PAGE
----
Reductio ad absurdum  Can be deductive or inductive:     1) Assume P for the sake of argument 2) If P. false. etc? .) 4) Therefore not P  Two questions to ask:   (a) Does Q really follow from P? (b) Is Q really absurd. then Q 3) But clearly ~Q (Q is absurd/false/unacceptable. unacceptable. etc.

ergo propter hoc) . Examples:          Begging the question Appeal to authority Equivocation False analogy False dilemma Ad hominem Straw Man Arguments from ignorance Correlative fallacy (post hoc.A Few Common Fallacies:   Fallacies are common errors in reasoning.

 2) An honest man doesn‟t lie.Begging the question:  Assuming the very thing you‟re trying to prove.  . 1) George says he‟s an honest man. smuggling the conclusion into the premises.  3) Therefore. I can trust George when he says he‟s an honest man. Also called circular reasoning.

Frequently we don‟t have the time to investigate the evidence for an argument ourselves. . Experts can establish the truth of certain premises. but whether or not the conclusion follows is an open question.  1) Tom says global warming is real.Appeal to Authority    No substantive argument can ever be settled by simply invoking an expert. so we have no choice but to (provisionally) accept the appeal to authority.

 3) Therefore my money is in a slope of land adjacent to a river.  .  2) A bank is the slope of land adjacent to a river. 1) My money is in a bank.Equivocation  Changing the meaning of a term in the middle of an argument.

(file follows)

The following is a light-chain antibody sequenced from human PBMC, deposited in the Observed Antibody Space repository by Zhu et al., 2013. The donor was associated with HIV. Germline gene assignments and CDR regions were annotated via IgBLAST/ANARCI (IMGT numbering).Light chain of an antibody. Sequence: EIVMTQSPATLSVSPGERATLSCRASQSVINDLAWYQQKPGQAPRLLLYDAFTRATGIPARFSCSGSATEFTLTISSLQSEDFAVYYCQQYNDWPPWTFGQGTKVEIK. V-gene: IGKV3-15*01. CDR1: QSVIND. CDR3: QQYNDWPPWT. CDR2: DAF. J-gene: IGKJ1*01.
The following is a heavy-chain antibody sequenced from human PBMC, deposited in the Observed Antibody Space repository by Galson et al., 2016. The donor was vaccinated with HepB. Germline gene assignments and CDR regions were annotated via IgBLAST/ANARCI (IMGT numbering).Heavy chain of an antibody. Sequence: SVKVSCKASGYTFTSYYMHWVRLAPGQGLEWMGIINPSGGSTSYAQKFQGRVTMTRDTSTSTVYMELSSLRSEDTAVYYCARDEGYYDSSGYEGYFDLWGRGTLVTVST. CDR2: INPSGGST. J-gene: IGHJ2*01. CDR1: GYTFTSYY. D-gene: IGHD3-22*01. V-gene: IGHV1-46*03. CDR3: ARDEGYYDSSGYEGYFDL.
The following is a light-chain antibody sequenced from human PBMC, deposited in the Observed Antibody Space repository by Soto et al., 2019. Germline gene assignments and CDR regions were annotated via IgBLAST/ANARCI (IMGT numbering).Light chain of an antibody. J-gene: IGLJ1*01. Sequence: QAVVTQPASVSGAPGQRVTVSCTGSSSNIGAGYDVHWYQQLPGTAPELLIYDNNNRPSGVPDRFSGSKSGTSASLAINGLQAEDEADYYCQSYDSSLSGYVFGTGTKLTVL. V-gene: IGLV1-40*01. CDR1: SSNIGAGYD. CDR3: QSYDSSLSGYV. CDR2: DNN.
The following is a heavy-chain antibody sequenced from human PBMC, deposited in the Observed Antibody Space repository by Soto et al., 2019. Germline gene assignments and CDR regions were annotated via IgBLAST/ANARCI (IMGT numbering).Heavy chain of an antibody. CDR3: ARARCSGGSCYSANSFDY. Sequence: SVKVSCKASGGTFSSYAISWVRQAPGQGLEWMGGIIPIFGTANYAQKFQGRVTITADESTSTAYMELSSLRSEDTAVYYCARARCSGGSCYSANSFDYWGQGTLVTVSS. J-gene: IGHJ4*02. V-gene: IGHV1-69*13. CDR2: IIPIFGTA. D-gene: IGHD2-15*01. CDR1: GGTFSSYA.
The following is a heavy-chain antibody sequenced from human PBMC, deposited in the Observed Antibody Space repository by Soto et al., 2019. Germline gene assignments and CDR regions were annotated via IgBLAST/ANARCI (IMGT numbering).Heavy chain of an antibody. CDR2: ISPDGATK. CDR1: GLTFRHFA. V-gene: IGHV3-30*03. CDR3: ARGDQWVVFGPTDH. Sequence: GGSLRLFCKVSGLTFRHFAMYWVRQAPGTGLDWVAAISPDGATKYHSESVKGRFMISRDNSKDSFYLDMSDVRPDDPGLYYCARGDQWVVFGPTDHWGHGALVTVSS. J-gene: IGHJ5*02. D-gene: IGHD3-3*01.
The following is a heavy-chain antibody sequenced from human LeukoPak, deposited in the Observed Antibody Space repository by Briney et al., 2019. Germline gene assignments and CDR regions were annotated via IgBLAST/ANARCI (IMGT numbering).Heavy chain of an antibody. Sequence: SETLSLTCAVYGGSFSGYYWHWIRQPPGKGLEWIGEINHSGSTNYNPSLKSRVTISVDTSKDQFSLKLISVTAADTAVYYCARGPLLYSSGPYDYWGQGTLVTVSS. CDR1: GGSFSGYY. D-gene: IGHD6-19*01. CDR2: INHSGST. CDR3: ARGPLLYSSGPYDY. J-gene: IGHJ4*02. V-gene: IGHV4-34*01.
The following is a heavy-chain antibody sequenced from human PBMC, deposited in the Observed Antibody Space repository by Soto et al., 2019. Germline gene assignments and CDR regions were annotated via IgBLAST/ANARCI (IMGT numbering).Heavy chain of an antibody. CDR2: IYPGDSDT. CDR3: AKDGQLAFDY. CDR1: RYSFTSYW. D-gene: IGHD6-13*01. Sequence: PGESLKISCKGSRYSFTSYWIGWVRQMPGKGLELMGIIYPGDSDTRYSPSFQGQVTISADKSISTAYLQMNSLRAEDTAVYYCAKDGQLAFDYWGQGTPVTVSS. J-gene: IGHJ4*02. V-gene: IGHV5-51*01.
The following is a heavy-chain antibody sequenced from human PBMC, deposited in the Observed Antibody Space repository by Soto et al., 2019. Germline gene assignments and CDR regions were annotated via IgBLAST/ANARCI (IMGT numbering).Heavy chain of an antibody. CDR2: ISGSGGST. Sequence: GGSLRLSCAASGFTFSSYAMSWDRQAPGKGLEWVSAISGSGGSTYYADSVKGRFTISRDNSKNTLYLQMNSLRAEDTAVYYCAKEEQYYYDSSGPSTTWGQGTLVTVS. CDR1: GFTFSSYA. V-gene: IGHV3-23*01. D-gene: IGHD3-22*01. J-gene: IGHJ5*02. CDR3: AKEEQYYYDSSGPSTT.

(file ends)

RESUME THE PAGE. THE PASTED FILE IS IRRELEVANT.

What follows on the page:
 1) Women are like tornados: they tear your life apart when they enter it and take your stuff with them when they leave.False Analogy  A failed argument from analogy. but instead are only superficially or apparently similar. – 3) Therefore. an argument that analogizes two things which are not relevantly similar. women are meteorological . – 2) Tornados are meteorological phenomena.

” .False Dilemma  Presents only two alternatives for consideration when other alternatives exist.  “Either you‟re with us or you‟re with the terrorists.

it‟s only inappropriate as a rebuttal to an ARGUMENT.Ad hominem:  Attacking the person making the argument. you‟re bleeding heart liberal!) But other times it can be more subtle (Plato only rejected democracy because he grew up in Hellenic Greece.)  Important to note: ad hominem CAN be a legitimate response when we‟re being asked to believe a CLAIM.   Sometimes this can be vicious (of course you‟d think that. rather than the argument itself. .

This is absurd. 2) This entails that animals should have the right to vote.Straw Man:  Mischaracterizing an opponent‟s position/ argument so that it can be easily rebutted. .  The converse of this is the principle of charity: always make your opponents arguments as strong as you can before trying to rebut them. animals shouldn‟t have equal rights with humans.    1) X thinks animals should have equal rights with humans. 3) Therefore X is wrong.

Note.) It depends if we‟ve „looked‟ in the right places. .-Even though there is no proof Aliens exist. but this DOES seem to count as evidence that they DON‟T exist (if there were any unicorns.E. I.Arguments from ignorance:     Assuming the lack of evidence FOR something constitutes evidence AGAINST something. sometimes this isn‟t a fallacy: There‟s no proof Unicorns exist. this doesn‟t count as proof that they DON‟T exist. we would have found evidence.

but the correlation alone does little to prove this or make it plausible. divorce rate and teen pregnancy rate have all drastically increased since 1962.  The conclusion MIGHT be true.    1) The Supreme Court outlawed prayer in public schools in 1962 2) The crime rate. 3) Therefore the lack of prayer in public schools has been detrimental to society. .Correlative fallacy:  Assuming a correlation is a cause.

Pirates cause Global Warming .

It‟s time to play Name That Fallacy!!!!  How many fallacies can YOU spot in this clip? .